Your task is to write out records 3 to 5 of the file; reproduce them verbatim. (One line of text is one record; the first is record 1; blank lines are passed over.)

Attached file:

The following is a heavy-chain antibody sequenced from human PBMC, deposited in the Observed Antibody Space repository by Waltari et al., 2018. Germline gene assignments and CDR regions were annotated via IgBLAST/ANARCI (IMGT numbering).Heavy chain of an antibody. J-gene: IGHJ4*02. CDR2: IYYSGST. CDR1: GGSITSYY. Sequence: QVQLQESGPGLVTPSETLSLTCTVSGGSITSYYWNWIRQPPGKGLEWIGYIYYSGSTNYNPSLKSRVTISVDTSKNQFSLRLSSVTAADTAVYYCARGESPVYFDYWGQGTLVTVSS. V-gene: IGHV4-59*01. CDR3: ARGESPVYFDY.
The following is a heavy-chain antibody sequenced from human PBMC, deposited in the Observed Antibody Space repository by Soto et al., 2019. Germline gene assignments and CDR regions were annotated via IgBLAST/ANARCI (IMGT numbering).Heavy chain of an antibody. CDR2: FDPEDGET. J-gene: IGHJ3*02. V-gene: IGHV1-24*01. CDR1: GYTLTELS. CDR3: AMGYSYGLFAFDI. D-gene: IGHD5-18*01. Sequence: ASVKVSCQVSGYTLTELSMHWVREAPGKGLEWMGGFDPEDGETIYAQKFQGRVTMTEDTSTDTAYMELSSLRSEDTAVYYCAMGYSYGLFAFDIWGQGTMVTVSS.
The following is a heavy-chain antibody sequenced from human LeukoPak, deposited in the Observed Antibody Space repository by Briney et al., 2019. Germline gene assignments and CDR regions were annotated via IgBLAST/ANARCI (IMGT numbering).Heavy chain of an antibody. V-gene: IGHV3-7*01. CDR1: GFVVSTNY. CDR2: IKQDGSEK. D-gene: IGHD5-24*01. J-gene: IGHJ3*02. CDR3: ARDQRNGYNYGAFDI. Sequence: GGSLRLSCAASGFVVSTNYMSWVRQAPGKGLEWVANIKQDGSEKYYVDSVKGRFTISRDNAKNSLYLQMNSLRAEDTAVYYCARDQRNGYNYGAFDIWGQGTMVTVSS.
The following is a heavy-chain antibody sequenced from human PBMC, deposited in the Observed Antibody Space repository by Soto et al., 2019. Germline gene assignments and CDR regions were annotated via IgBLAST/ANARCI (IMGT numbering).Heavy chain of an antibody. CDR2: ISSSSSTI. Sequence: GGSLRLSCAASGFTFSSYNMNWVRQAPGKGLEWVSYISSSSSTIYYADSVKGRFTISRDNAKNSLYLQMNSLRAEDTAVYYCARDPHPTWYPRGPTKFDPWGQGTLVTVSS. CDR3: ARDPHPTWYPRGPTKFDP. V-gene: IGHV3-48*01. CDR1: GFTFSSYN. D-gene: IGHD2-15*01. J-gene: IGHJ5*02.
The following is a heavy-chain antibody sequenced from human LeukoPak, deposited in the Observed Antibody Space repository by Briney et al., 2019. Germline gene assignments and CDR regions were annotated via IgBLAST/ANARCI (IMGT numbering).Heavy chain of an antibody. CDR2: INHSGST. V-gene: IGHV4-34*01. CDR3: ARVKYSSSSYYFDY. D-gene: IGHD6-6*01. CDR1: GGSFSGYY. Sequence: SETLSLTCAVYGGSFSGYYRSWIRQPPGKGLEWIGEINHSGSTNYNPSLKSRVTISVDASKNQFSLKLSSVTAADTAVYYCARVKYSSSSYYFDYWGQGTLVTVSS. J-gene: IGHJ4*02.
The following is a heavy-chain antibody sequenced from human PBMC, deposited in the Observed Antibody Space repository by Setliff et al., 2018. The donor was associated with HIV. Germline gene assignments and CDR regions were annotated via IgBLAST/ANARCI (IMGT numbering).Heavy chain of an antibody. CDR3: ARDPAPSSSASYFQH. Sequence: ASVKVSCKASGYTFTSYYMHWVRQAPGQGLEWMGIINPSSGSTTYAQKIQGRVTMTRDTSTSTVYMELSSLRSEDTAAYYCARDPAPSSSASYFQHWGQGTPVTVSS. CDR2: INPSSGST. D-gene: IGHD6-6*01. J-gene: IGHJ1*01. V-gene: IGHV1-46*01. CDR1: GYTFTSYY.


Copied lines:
The following is a heavy-chain antibody sequenced from human LeukoPak, deposited in the Observed Antibody Space repository by Briney et al., 2019. Germline gene assignments and CDR regions were annotated via IgBLAST/ANARCI (IMGT numbering).Heavy chain of an antibody. V-gene: IGHV3-7*01. CDR1: GFVVSTNY. CDR2: IKQDGSEK. D-gene: IGHD5-24*01. J-gene: IGHJ3*02. CDR3: ARDQRNGYNYGAFDI. Sequence: GGSLRLSCAASGFVVSTNYMSWVRQAPGKGLEWVANIKQDGSEKYYVDSVKGRFTISRDNAKNSLYLQMNSLRAEDTAVYYCARDQRNGYNYGAFDIWGQGTMVTVSS.
The following is a heavy-chain antibody sequenced from human PBMC, deposited in the Observed Antibody Space repository by Soto et al., 2019. Germline gene assignments and CDR regions were annotated via IgBLAST/ANARCI (IMGT numbering).Heavy chain of an antibody. CDR2: ISSSSSTI. Sequence: GGSLRLSCAASGFTFSSYNMNWVRQAPGKGLEWVSYISSSSSTIYYADSVKGRFTISRDNAKNSLYLQMNSLRAEDTAVYYCARDPHPTWYPRGPTKFDPWGQGTLVTVSS. CDR3: ARDPHPTWYPRGPTKFDP. V-gene: IGHV3-48*01. CDR1: GFTFSSYN. D-gene: IGHD2-15*01. J-gene: IGHJ5*02.
The following is a heavy-chain antibody sequenced from human LeukoPak, deposited in the Observed Antibody Space repository by Briney et al., 2019. Germline gene assignments and CDR regions were annotated via IgBLAST/ANARCI (IMGT numbering).Heavy chain of an antibody. CDR2: INHSGST. V-gene: IGHV4-34*01. CDR3: ARVKYSSSSYYFDY. D-gene: IGHD6-6*01. CDR1: GGSFSGYY. Sequence: SETLSLTCAVYGGSFSGYYRSWIRQPPGKGLEWIGEINHSGSTNYNPSLKSRVTISVDASKNQFSLKLSSVTAADTAVYYCARVKYSSSSYYFDYWGQGTLVTVSS. J-gene: IGHJ4*02.